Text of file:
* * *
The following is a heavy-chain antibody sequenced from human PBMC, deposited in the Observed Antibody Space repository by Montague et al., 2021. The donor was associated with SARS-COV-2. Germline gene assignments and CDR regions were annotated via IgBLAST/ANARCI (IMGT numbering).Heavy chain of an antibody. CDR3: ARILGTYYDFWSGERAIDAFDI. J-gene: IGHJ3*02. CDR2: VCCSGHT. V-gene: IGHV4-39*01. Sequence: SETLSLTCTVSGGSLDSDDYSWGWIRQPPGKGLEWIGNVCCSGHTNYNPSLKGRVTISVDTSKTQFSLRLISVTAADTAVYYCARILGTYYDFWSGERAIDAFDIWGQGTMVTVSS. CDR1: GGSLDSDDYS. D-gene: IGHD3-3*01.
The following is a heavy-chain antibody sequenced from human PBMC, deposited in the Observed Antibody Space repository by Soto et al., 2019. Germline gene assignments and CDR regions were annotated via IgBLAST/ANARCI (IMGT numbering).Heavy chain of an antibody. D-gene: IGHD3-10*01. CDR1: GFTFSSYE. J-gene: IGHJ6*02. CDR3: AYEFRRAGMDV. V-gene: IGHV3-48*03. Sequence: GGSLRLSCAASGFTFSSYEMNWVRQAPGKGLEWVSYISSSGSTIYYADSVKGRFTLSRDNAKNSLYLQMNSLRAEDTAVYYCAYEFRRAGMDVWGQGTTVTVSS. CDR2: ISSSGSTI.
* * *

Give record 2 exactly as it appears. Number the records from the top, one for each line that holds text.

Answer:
The following is a heavy-chain antibody sequenced from human PBMC, deposited in the Observed Antibody Space repository by Soto et al., 2019. Germline gene assignments and CDR regions were annotated via IgBLAST/ANARCI (IMGT numbering).Heavy chain of an antibody. D-gene: IGHD3-10*01. CDR1: GFTFSSYE. J-gene: IGHJ6*02. CDR3: AYEFRRAGMDV. V-gene: IGHV3-48*03. Sequence: GGSLRLSCAASGFTFSSYEMNWVRQAPGKGLEWVSYISSSGSTIYYADSVKGRFTLSRDNAKNSLYLQMNSLRAEDTAVYYCAYEFRRAGMDVWGQGTTVTVSS. CDR2: ISSSGSTI.